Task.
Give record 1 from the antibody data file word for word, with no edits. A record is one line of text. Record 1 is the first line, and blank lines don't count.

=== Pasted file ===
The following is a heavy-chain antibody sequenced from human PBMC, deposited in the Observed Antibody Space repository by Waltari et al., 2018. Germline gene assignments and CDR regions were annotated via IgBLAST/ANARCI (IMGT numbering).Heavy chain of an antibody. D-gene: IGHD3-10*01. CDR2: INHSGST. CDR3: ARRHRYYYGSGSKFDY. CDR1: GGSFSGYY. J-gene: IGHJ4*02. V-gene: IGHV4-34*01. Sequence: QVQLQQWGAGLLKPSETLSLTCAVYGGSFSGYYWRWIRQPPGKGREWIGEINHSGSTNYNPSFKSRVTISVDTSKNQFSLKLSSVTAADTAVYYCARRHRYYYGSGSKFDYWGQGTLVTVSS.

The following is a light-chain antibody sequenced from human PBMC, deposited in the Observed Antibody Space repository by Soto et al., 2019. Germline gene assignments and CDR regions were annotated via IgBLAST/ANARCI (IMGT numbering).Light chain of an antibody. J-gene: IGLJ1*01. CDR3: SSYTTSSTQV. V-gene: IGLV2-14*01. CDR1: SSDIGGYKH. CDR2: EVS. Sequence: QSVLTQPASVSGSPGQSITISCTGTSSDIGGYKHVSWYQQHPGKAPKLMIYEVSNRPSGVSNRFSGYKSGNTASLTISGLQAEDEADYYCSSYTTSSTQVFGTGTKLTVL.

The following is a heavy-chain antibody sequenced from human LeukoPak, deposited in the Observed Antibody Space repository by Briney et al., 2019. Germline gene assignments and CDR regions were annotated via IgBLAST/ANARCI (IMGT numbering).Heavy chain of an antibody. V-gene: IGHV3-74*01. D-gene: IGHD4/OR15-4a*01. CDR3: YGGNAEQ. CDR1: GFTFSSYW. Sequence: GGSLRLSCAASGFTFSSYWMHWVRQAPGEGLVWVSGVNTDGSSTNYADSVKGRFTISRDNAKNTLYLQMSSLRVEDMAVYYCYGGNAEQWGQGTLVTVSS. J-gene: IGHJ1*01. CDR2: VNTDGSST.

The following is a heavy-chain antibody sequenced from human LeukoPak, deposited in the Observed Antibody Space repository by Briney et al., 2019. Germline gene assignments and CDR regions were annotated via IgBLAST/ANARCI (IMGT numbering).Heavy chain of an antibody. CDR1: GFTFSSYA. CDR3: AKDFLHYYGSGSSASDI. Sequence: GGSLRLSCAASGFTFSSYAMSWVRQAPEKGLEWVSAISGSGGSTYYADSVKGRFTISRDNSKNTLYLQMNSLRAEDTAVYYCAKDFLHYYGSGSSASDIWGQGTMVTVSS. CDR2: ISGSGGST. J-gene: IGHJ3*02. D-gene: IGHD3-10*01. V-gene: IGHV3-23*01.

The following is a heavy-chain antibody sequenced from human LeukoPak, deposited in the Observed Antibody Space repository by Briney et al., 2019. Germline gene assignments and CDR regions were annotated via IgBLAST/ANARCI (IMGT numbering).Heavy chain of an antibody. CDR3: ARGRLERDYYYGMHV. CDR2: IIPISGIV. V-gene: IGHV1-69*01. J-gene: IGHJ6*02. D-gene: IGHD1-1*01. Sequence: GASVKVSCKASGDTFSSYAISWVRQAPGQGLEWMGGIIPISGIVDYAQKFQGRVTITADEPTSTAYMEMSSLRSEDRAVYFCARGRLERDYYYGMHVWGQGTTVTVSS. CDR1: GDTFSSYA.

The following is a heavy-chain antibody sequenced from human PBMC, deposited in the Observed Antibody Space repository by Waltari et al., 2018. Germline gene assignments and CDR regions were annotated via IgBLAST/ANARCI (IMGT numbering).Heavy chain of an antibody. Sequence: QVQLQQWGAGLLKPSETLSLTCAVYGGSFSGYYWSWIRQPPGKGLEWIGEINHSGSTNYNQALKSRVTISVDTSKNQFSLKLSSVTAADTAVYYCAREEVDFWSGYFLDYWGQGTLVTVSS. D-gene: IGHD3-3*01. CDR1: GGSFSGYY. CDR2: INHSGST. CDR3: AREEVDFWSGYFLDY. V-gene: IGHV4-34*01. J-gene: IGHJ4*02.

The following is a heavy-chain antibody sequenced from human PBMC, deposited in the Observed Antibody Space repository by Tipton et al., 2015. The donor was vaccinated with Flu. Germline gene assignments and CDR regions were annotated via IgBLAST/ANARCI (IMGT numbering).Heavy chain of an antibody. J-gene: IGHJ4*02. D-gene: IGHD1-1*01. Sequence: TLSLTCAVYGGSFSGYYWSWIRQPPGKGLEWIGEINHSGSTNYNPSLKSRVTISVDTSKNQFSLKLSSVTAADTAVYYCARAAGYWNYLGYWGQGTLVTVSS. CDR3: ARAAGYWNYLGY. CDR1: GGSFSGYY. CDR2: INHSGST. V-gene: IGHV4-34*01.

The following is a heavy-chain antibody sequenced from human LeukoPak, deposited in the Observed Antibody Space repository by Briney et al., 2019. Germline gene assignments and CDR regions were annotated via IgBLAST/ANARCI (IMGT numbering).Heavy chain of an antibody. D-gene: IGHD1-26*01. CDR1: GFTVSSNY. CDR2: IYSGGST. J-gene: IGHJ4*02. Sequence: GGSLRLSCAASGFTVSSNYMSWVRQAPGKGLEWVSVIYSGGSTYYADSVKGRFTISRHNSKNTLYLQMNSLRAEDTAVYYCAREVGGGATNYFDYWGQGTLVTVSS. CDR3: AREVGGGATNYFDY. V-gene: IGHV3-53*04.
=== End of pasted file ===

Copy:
The following is a heavy-chain antibody sequenced from human PBMC, deposited in the Observed Antibody Space repository by Waltari et al., 2018. Germline gene assignments and CDR regions were annotated via IgBLAST/ANARCI (IMGT numbering).Heavy chain of an antibody. D-gene: IGHD3-10*01. CDR2: INHSGST. CDR3: ARRHRYYYGSGSKFDY. CDR1: GGSFSGYY. J-gene: IGHJ4*02. V-gene: IGHV4-34*01. Sequence: QVQLQQWGAGLLKPSETLSLTCAVYGGSFSGYYWRWIRQPPGKGREWIGEINHSGSTNYNPSFKSRVTISVDTSKNQFSLKLSSVTAADTAVYYCARRHRYYYGSGSKFDYWGQGTLVTVSS.